Adverse events related to biliary stent placement occur in 8%–10% of patients and include symptomatic stent occlusion, pancreatitis, cholangitis, cholecystitis, bleeding, duodenal perforation, stent fracture, and stent migration.1 Migrated biliary stents typically cause no symptoms unless they migrate completely above the target stone/stricture. Proximally migrated stents can usually be removed during standard ERCP using a balloon or basket. Extrahepatic stent migration is very rare, but bronchobiliary fistula, biliary pneumonitis, hepaticogastric fistula, pleural effusion, and abdominal wall abscess have been reported after stent migration through the liver capsule.7–11 To the best of our knowledge, there are only 3 reported cases of stent migration involving the pericardium.4–6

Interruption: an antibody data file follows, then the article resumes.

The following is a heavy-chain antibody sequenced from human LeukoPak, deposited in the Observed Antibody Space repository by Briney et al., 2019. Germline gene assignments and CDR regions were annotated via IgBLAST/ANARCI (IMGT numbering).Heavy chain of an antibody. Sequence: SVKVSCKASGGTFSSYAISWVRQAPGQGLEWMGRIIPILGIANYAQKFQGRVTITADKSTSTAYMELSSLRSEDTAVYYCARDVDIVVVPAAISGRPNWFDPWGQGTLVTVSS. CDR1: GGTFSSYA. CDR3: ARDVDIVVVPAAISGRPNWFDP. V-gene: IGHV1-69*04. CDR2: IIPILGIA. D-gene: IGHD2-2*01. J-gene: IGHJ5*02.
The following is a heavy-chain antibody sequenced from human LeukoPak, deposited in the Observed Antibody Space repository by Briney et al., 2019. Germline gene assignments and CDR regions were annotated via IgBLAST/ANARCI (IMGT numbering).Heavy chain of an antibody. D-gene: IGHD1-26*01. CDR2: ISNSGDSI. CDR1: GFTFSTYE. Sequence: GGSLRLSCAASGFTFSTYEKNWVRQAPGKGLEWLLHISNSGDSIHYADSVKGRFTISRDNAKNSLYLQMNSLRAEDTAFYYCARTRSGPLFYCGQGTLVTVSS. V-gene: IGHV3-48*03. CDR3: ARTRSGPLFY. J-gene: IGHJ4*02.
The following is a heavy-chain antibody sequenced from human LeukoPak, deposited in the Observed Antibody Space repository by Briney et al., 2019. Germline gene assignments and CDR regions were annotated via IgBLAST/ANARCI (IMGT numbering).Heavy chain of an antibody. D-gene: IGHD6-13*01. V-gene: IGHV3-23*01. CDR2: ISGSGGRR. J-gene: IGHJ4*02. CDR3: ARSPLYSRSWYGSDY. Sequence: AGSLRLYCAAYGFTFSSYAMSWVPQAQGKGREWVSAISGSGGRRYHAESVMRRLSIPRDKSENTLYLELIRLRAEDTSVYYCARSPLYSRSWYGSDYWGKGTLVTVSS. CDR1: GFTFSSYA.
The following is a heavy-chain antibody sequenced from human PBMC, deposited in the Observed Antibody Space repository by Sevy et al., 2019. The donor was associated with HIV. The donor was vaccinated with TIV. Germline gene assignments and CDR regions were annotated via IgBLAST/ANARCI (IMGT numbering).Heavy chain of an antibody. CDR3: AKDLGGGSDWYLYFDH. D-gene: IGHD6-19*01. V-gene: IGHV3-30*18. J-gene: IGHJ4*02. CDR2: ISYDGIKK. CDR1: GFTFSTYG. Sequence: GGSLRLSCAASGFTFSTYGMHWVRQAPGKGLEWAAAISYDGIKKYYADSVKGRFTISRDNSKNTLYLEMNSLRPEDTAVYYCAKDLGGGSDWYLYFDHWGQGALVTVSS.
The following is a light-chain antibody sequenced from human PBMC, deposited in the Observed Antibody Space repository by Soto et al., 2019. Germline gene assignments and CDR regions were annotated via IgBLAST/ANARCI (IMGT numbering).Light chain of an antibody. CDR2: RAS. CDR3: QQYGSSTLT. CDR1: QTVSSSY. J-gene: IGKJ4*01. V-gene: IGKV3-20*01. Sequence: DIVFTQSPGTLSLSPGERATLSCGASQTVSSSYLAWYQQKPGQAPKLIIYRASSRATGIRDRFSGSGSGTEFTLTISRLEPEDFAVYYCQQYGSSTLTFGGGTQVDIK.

The first 2 published cases described patients with IgG-4-associated cholangitis who presented with chest pain and echocardiogram changes after ≥10F stent placement.4,5 Cross-sectional imaging revealed pericardial effusions and penetration of the pericardium by the stents. In the first case, urgent pericardiocentesis was performed revealing bilious fluid, and then, ERCP was performed to retrieve the biliary stent.4 In the second case, pericardiocentesis revealed serosanguineous fluid before ERCP with stent removal.5